Maintaining Your Oral Health
Some foods can help brighten your smile
What you’re eating could damage your smile, but other foods and beverages can help clean your teeth. If you experience persistent tooth stains, talk to us about ways you can enhance your smile.
Certain foods and beverages can lead to surface staining. Coffee, dark sodas, red wine and blueberries all leave their mark quickly.
“While daily home care and regular professional cleanings are essential for maintaining healthy teeth and gums, certain foods can help remove stains from your teeth,” said Dr. Marty Zase, president of the American Academy of Cosmetic Dentistry. “Foods such as apples, pears, celery, carrots, cauliflower and cucumbers produce saliva which combines with the foods’ natural fibers to naturally clean teeth and remove bacteria.”
Drinking beverages from a straw helps food dyes avoid teeth altogether, and regular toothbrushing is essential.
Brushing and flossing will remove most surface stains, but persistent stains may require a bleaching system. Bleaching products contain carbamide or hydrogen peroxide, which aid in removing intrinsic stains—the ones deep into the tooth—and extrinsic stains, which are on the tooth’s surface. There are numerous over-the-counter products and in-office treatments geared toward removing visible stains from teeth—making them appear brighter.
Talk to us about the options most suitable for you, your expectations and your budget.
A clean tongue is essential to fresh breath
Want to control bad breath? Don't ignore your tongue.
All those bumps and grooves on your tongue are a haven for bacteria and could be contributing to bad breath because of the gases they give off, says Dr. Matthew Messina, a consumer advisor for the American Dental Association. It's important to take care of your tongue in addition to regular brushing and flossing.
According to Dr. Messina, "Scraping the tongue can really reduce the number of those bacteria and can help a number of people with bad breath."
But what's the best way to tackle the tongue?
An article in a recent issue of General Dentistry found that tongue scrapers are effective at reducing halitosis, at least short-term. A toothbrush can work just as well as long as you remember to brush the tongue's middle and back, where microbe populations can be especially high.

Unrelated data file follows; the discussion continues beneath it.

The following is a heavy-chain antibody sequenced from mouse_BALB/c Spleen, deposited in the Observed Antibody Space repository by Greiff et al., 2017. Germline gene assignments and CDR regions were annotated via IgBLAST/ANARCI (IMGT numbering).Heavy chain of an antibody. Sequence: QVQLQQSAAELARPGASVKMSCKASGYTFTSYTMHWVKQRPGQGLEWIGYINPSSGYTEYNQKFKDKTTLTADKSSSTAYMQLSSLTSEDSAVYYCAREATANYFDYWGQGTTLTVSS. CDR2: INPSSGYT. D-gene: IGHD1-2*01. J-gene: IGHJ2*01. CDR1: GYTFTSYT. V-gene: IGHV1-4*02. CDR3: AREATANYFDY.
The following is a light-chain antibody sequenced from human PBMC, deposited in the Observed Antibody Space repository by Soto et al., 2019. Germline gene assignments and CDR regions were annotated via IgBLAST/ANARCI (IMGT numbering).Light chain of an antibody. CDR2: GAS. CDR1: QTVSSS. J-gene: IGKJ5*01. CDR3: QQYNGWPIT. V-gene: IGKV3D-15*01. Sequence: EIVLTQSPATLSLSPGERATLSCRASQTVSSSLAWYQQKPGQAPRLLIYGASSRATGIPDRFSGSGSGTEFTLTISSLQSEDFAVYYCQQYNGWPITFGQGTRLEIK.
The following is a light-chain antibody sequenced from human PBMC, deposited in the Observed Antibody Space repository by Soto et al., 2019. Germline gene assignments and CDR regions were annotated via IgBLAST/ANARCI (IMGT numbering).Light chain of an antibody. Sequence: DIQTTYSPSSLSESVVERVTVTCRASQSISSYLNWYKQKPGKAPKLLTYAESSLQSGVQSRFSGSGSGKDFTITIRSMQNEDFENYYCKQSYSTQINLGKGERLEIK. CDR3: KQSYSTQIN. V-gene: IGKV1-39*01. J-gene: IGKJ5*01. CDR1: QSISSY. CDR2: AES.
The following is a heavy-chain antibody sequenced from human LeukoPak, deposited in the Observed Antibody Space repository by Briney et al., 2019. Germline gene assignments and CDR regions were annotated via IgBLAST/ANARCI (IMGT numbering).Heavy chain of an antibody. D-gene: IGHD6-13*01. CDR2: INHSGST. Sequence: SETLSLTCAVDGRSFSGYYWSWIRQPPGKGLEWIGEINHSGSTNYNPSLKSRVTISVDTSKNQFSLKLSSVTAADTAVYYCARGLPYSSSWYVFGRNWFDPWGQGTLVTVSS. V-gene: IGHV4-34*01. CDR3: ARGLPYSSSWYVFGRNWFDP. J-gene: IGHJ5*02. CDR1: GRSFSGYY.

If you find that brushing or scraping your tongue makes you gag, hold your tongue with your free hand. "Stabilizing the tongue a bit makes it easier to scrape or brush the surface," Dr. Messina said.
While brushing your tongue doesn't have a long-lasting effect on bad breath, it is an important step in keeping your entire mouth healthy. The ADA notes that bad breath could be the sign of a medical disorder, such as gum disease, a respiratory tract infection, chronic sinusitis, diabetes, gastrointestinal disturbance, or a liver or kidney ailment. Persistent bad breath should always be investigated.
Mom's smoking could increase baby’s risk for cleft lip
Can smoking cigarettes increase cleft lip risk?
That’s what researchers at the University of Iowa concluded after conducting an international study to determine if some babies are predisposed to cleft lip and/or palate because of a genetic inability to detoxify cigarette smoke.
The study concluded that fetuses lacking both copies of a gene used to counteract the smoke and whose mothers smoke during pregnancy have an increased risk of developing the condition.
About one in every 600 U.S. babies is born with a cleft lip and/or palate, according to the study.
The study’s results found that up to 60 percent of babies with Asian ancestry and 25 percent of babies of European ancestry lack both copies of the gene, which is called GSTT1.
The study’s lead author, Jeff Murray, M.D., put the findings in perspective, “If a pregnant woman smokes 15 cigarettes or more per day and her fetus doesn’t have working copies of the GSTT1, the chances of the fetus developing a cleft increase nearly 20 fold.”
When the gene is missing, the study said, a baby is unable to remove the toxins that may be transferred across the placenta when the mother smokes.
The Iowa researchers and a team of researchers from Denmark assembled a list of 16 genes directly involved in cigarette smoke toxicity and tested whether variations might adversely affect a person’s ability to break down the toxic products.
The teams used an existing database of 1,244 children with clefts as well as their parents and siblings to compile 5,000 DNA samples. The data they uncovered revealed that pregnant women who smoked and whose fetuses lacked the GSTT1 enzyme were much more likely to give birth to a baby with a cleft.
“When the chemicals in cigarette smoke challenge the normal development of these structures,” Dr. Murray said, “fetuses that lack the gene are at a distinct disadvantage.”